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I have a boat with a dual battery system and have purchased two 0-30V voltmeters similar to this one, it has three wires which I understand is negative, positive and a wire for the voltage to be measured.

Three-Wire voltmeter

I am wanting to put one on each of the battery's and have them operated with a push button switch.

Am I correct in that the switch would go on the positive wire, and would it be better to have the voltmeter for battery A be powered off battery B, and vice-versa, or would it not matter much?

My intention is for this to be an easier and safer means of testing that the batteries have juice and a means of diagnosing faults at sea or seeing how much drain the house electrics are putting on the batteries so it doesn't need to be super accurate.

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closed as off-topic by Michael Karas, Olin Lathrop, Ricardo, PeterJ, Daniel Grillo Oct 28 '15 at 10:47

This question appears to be off-topic. The users who voted to close gave this specific reason:

  • "Questions on the use of electronic devices are off-topic as this site is intended specifically for questions on electronics design." – Michael Karas, Olin Lathrop, Ricardo, PeterJ, Daniel Grillo
If this question can be reworded to fit the rules in the help center, please edit the question.

  • \$\begingroup\$ Without a datasheet for your device, any answer would be just guessing. \$\endgroup\$ – Olin Lathrop Oct 27 '15 at 11:18
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    \$\begingroup\$ @OlinLathrop it's a cheap Chinese device, the datasheet is the sticker on the side ;-) As long as the voltage you want to measure is more than 5 V or thereabouts, these devices work just fine if you connect both red and white wire through a switch to the voltage you want to measure and the black permanently connected to ground (minus side of the battery). \$\endgroup\$ – Bimpelrekkie Oct 27 '15 at 12:05
  • \$\begingroup\$ Thanks, I know its cheap but it will do, it will probably get used a heap in the first few weeks once we get it back in the water to make sure the electrical systems work correctly and there are no unexpected drains, and after a few weeks when we are confident all issues have been fixed it probably wont get used much \$\endgroup\$ – Lima Oct 27 '15 at 12:10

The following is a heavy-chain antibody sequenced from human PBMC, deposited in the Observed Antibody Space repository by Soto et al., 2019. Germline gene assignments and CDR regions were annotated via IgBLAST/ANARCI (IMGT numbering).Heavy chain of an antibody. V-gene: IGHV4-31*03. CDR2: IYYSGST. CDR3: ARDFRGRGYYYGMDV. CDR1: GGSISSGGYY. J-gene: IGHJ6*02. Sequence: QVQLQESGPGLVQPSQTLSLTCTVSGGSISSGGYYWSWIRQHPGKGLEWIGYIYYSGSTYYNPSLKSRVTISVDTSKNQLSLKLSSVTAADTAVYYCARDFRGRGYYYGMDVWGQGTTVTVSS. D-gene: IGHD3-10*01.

• \$\begingroup\$ The close reason doesn't seem solid to me. The said voltmeter is not a self-sufficient device, it must be connected properly in order to function. \$\endgroup\$ – Dmitry Grigoryev Oct 29 '15 at 9:15
  • \$\begingroup\$ Thank you, I agree but of course I am biaised :) \$\endgroup\$ – Lima Oct 29 '15 at 10:05
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Since you intend to operate the volt meters through a push button activate switch I would operate these cheap volt meters from a separate power supply such as a local alkaline battery pack. Momentary operation means that these batteries would last a long time. Use in this manner eliminates any concern about the state of the monitored batteries with respect to the meter operation. Such setup would be all similar to if you had a regular DVM that you turned on from time to time and probed your batteries with its leads.

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  • \$\begingroup\$ Cool, hadn't considered this option, this sounds like a plan. Thanks for your response \$\endgroup\$ – Lima Oct 27 '15 at 11:32
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The only reason there are three wires is that the circuit needs 4-30V to operate and it may be configured for measuring voltages outside this range.

To measure a battery that is always below 30V you would just connect the power and sense wires together. If it does not light up when you press the test button you know it is below 4V and the battery is pretty much scrap from very deep discharge.

Not only that you are going to have to get the oars out and row home.

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    \$\begingroup\$ Very true, hopefully the new battery management system that I've installed prevents the oars every coming into contact with the water :) \$\endgroup\$ – Lima Oct 27 '15 at 23:58
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Connecting signal lines before power lines are connected is a recipe for disaster with some devices. For example, take a close look at a standard USB connector:

enter image description here

Notice the ground and power pads (on the sides) are longer than signal pads? This is to make sure the power and ground are properly connected before any signal lines receive juice. If you don't have a USB cable, examine an SD card, a SATA connector, etc., pretty much any hotplug interface.

So NO, you should not put a switch on the positive wire while permanently connecting signal and ground. It may work, or it may damage the voltmeter, and there is no way to know which one it is without a datasheet which explicitly says you can do that.

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  • \$\begingroup\$ That makes sense. Given the lack of a datasheet, what other way could I put a switch in place? If I put a switch on the signal wire then the LCD is going to remain lit, is there a component that I could put on the contact side of the switch so when it is turned on then the signal wire is active too? \$\endgroup\$ – Lima Oct 28 '15 at 14:09
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    \$\begingroup\$ If you can, connect the power and signal wires together, like @KalleMP suggested. If not, you will need a two-pole swhich which cuts the power and the signal together. At the very least, you can try to apply voltage to signal line while power is not connected while not a sea, and check if your voltmeter tolerates that for long enough to feel confident. \$\endgroup\$ – Dmitry Grigoryev Oct 28 '15 at 14:37

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